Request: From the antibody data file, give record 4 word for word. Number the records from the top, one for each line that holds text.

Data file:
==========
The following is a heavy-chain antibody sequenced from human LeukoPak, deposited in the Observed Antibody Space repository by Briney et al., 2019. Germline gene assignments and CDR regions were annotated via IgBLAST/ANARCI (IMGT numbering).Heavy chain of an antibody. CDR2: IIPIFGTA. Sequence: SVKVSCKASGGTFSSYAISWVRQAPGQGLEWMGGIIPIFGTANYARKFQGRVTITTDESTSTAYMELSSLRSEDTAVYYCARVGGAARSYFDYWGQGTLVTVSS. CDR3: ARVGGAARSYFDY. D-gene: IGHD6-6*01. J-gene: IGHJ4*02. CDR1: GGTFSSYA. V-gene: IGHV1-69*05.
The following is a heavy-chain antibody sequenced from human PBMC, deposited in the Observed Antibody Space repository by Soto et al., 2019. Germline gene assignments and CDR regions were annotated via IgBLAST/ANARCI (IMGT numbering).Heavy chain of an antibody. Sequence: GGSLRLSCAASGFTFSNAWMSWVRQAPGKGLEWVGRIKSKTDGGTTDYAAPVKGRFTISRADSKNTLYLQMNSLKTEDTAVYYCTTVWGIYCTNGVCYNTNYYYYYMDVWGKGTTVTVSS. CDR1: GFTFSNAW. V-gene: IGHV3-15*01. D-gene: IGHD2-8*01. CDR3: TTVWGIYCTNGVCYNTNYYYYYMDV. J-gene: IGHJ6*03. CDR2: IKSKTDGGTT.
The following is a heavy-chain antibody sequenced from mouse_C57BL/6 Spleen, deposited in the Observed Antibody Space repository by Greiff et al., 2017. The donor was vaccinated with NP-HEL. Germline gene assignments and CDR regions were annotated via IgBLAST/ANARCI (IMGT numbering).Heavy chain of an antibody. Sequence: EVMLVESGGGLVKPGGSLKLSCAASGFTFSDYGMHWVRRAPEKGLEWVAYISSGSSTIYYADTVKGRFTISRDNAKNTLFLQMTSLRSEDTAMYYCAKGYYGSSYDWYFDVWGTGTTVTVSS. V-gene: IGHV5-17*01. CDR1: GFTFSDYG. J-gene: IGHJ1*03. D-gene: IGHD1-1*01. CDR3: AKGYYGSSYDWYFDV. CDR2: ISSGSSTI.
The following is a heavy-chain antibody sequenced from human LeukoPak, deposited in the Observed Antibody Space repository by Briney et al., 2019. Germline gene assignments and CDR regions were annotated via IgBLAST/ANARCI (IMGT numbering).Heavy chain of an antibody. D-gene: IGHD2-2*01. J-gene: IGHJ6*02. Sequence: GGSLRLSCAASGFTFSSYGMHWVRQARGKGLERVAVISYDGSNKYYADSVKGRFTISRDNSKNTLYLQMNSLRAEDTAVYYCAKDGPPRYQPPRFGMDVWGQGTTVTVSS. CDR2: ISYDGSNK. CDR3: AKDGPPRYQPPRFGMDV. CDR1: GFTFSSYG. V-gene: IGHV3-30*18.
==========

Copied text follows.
The following is a heavy-chain antibody sequenced from human LeukoPak, deposited in the Observed Antibody Space repository by Briney et al., 2019. Germline gene assignments and CDR regions were annotated via IgBLAST/ANARCI (IMGT numbering).Heavy chain of an antibody. D-gene: IGHD2-2*01. J-gene: IGHJ6*02. Sequence: GGSLRLSCAASGFTFSSYGMHWVRQARGKGLERVAVISYDGSNKYYADSVKGRFTISRDNSKNTLYLQMNSLRAEDTAVYYCAKDGPPRYQPPRFGMDVWGQGTTVTVSS. CDR2: ISYDGSNK. CDR3: AKDGPPRYQPPRFGMDV. CDR1: GFTFSSYG. V-gene: IGHV3-30*18.